The latest report from the Center for the Study of Social Policy (CSSP), the agency monitoring the District of Columbia’s Child and Family Services Agency (CFSA), contained a startling revelation. For the first time in 15 years, children in the District of Columbia have spent the night in agency offices (and even motels) because there were no foster homes available.
Foster homes are scarce around the nation, but the crisis in the District was a direct outcome of decisions made by the child welfare agency. Like many other jurisdictions, CFSA has historically contracted with private agencies to provide foster homes to District youth. As a social worker in one of these agencies, I watched this placement crisis unfold.
Over the past few years, CFSA has been been ending contracts with one or more private foster care agencies every year. Late last year, CFSA announced it was ending its contract with two agencies that served mostly older youth with challenges. One of them, Foundations for Home and Community, was known for taking almost any youth, no matter how difficult their behaviors.
There is a reason Foundations was able to take the hardest-to-serve youth. Using private funds, the agency paid its foster parents considerably more to care for the most difficult-to-serve youth. We don’t want to think about foster parents as mercenary, and most of them are not. But working with hard-to-serve youth should be treated as a profession, as I discussed in a previous column. It requires time and it is often inconsistent with having a full-time job.
When the contract’s end was announced, Foundations’ foster parents were told that they would have to transfer to other agencies if they wanted to continue fostering CFSA youth. I began to hear that these foster parents were refusing to transfer to other agencies with lower payments. Instead, they were staying with Foundations and becoming foster parents to Maryland youth.
I heard that CFSA was pressuring private agencies to find homes for the young people whose foster parents were leaving the system, but most homes were full or not able to take such challenging youth.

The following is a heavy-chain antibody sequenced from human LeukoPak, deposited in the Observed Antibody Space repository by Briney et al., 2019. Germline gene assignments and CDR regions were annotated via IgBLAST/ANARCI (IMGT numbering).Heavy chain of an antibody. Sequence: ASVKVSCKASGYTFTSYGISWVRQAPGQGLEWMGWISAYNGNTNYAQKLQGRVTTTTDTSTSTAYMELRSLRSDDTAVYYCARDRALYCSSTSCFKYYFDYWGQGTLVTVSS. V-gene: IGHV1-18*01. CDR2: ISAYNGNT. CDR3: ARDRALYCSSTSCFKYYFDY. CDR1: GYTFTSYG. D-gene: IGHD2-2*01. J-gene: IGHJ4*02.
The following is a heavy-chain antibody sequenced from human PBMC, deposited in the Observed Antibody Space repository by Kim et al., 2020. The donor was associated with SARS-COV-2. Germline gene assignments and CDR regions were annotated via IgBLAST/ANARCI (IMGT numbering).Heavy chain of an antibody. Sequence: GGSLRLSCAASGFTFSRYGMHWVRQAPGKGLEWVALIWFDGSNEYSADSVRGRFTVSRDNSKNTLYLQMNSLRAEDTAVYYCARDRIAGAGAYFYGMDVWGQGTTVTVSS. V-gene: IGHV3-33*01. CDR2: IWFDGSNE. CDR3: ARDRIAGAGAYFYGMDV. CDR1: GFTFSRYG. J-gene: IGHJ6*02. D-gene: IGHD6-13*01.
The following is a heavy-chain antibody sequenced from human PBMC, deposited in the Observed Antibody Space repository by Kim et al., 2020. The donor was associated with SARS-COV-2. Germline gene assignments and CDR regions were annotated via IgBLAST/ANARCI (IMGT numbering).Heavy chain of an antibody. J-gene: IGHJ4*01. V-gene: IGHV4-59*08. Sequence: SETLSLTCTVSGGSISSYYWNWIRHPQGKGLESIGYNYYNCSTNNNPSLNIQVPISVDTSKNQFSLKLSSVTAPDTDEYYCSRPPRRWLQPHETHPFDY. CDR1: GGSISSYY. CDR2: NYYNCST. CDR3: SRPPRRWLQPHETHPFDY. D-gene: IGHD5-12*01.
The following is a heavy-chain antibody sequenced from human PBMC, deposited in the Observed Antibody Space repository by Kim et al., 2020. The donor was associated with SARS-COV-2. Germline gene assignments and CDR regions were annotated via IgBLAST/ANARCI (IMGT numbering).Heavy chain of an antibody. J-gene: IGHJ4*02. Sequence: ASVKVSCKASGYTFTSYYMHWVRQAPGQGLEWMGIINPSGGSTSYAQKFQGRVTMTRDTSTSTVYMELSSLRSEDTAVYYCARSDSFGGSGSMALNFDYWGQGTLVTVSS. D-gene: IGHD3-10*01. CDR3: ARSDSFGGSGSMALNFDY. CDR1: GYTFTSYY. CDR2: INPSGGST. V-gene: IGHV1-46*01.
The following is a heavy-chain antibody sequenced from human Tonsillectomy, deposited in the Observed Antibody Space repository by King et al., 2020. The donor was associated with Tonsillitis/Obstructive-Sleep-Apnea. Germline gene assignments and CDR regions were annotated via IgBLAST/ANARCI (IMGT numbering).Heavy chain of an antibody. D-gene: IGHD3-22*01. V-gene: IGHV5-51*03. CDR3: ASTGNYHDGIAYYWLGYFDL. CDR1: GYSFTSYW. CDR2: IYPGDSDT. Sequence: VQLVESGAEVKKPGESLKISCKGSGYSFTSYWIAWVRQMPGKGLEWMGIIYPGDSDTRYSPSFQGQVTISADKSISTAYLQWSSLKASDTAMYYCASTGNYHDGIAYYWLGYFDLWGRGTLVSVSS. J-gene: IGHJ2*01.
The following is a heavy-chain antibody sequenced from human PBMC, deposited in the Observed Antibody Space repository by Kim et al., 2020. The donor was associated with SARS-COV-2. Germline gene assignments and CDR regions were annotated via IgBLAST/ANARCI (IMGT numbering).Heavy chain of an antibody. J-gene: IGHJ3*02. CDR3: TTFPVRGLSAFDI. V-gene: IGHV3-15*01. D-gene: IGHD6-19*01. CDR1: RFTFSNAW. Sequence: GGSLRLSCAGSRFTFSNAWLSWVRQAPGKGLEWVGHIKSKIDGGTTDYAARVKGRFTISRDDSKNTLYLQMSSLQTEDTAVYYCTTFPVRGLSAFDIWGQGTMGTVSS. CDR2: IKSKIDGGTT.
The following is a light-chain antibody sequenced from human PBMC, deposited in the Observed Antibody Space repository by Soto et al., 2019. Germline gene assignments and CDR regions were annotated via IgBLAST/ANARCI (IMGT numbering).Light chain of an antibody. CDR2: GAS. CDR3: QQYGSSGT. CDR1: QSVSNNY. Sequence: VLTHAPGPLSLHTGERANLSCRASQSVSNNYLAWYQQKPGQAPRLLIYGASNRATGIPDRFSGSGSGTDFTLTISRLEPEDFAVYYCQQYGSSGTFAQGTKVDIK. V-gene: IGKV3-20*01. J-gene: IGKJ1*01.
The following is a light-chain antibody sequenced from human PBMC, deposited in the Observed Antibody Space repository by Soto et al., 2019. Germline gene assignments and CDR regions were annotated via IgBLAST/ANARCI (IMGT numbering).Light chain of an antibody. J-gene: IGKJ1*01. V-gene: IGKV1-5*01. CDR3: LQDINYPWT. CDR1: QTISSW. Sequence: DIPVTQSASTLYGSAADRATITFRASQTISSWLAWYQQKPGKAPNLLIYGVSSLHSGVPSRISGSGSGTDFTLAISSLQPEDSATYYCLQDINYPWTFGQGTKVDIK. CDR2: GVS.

When I left my position last January, I tried to spread the word about the impending crisis. CFSA had not issued a press release about the closures of the two agencies, and there had been no media coverage. I testified before the city council oversight hearing on CFSA in February 2015, but there was little interest and no follow-up from the legislators and advocates who were present.
In the spring, I began to hear about kids sleeping in offices but nothing appeared in the press until CSSP issued its report, revealing that 11 children stayed overnight at the CFSA office and four children stayed in hotel rooms while awaiting an appropriate licensed placement between April and June of 2015. According to the report, the placement problems continued in the second half of the year. After CSSP issued its report, an article appeared in City Paper but there was no reaction from other media or advocates.
CSSP’s report blamed the placement crisis on CFSA’s decision to end contracts with the two private agencies, which “resulted in a shortage of foster care placements available to serve specific populations, including older youth and those with mental or behavioral health challenges.” At about the same time, entries to foster care increased.
Even without a placement crisis, removing young people from stable placements would be a serious concern. I tried to obtain the number of youth who were displaced but was told that the Freedom of Information Act (FOIA) does not require an agency to answer questions or create documents. So we don’t know how many of our most traumatized youth suffered yet another loss, this time at the hands of the agency tasked with protecting them.
This whole episode raises several questions. First, how was the decision to close Foundations made? In response to another FOIA request, CFSA again refused to provide a narrative response. Instead it sent a report showing the percent of contract slots that were actually utilized by private agencies. CFSA gave no reason why this should be considered as a principal measure in determining which agency should be closed as CFSA does not pay for unused slots. In any case, Foundations did not appear to have the lowest overall utilization rate.
Another question is why CFSA did not reverse its decision once it saw that it was losing foster parents. The lack of transparency and the absence of concern among legislators, the press and the public meant that there was nobody to question the decision or press for it to be revoked. Our children deserve better.
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